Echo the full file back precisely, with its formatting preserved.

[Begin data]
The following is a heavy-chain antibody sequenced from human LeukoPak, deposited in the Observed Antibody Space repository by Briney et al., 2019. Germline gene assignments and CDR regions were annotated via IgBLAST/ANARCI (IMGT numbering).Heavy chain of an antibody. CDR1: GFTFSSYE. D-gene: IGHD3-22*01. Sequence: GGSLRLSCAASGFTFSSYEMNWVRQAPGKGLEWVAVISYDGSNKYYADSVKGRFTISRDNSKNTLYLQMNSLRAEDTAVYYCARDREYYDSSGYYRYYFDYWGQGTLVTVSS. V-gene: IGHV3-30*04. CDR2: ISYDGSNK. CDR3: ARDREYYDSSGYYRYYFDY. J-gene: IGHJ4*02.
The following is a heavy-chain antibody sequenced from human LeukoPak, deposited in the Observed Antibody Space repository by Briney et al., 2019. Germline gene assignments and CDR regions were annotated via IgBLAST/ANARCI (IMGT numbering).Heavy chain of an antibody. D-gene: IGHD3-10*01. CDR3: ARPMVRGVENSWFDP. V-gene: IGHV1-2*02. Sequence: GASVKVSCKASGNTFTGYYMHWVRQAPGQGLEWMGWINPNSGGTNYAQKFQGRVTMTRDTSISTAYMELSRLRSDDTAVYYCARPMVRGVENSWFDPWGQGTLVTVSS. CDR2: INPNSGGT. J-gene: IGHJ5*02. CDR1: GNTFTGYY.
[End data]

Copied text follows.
The following is a heavy-chain antibody sequenced from human LeukoPak, deposited in the Observed Antibody Space repository by Briney et al., 2019. Germline gene assignments and CDR regions were annotated via IgBLAST/ANARCI (IMGT numbering).Heavy chain of an antibody. CDR1: GFTFSSYE. D-gene: IGHD3-22*01. Sequence: GGSLRLSCAASGFTFSSYEMNWVRQAPGKGLEWVAVISYDGSNKYYADSVKGRFTISRDNSKNTLYLQMNSLRAEDTAVYYCARDREYYDSSGYYRYYFDYWGQGTLVTVSS. V-gene: IGHV3-30*04. CDR2: ISYDGSNK. CDR3: ARDREYYDSSGYYRYYFDY. J-gene: IGHJ4*02.
The following is a heavy-chain antibody sequenced from human LeukoPak, deposited in the Observed Antibody Space repository by Briney et al., 2019. Germline gene assignments and CDR regions were annotated via IgBLAST/ANARCI (IMGT numbering).Heavy chain of an antibody. D-gene: IGHD3-10*01. CDR3: ARPMVRGVENSWFDP. V-gene: IGHV1-2*02. Sequence: GASVKVSCKASGNTFTGYYMHWVRQAPGQGLEWMGWINPNSGGTNYAQKFQGRVTMTRDTSISTAYMELSRLRSDDTAVYYCARPMVRGVENSWFDPWGQGTLVTVSS. CDR2: INPNSGGT. J-gene: IGHJ5*02. CDR1: GNTFTGYY.